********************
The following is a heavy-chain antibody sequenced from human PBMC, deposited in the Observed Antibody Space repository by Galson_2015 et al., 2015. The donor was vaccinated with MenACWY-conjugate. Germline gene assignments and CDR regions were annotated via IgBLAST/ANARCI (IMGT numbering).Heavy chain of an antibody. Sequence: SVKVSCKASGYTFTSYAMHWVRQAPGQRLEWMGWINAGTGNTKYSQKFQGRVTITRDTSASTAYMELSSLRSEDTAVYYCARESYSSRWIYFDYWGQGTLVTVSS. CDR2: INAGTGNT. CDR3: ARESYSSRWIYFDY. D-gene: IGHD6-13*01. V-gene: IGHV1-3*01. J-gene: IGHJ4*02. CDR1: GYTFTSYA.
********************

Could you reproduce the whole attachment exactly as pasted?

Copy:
The following is a heavy-chain antibody sequenced from human PBMC, deposited in the Observed Antibody Space repository by Galson_2015 et al., 2015. The donor was vaccinated with MenACWY-conjugate. Germline gene assignments and CDR regions were annotated via IgBLAST/ANARCI (IMGT numbering).Heavy chain of an antibody. Sequence: SVKVSCKASGYTFTSYAMHWVRQAPGQRLEWMGWINAGTGNTKYSQKFQGRVTITRDTSASTAYMELSSLRSEDTAVYYCARESYSSRWIYFDYWGQGTLVTVSS. CDR2: INAGTGNT. CDR3: ARESYSSRWIYFDY. D-gene: IGHD6-13*01. V-gene: IGHV1-3*01. J-gene: IGHJ4*02. CDR1: GYTFTSYA.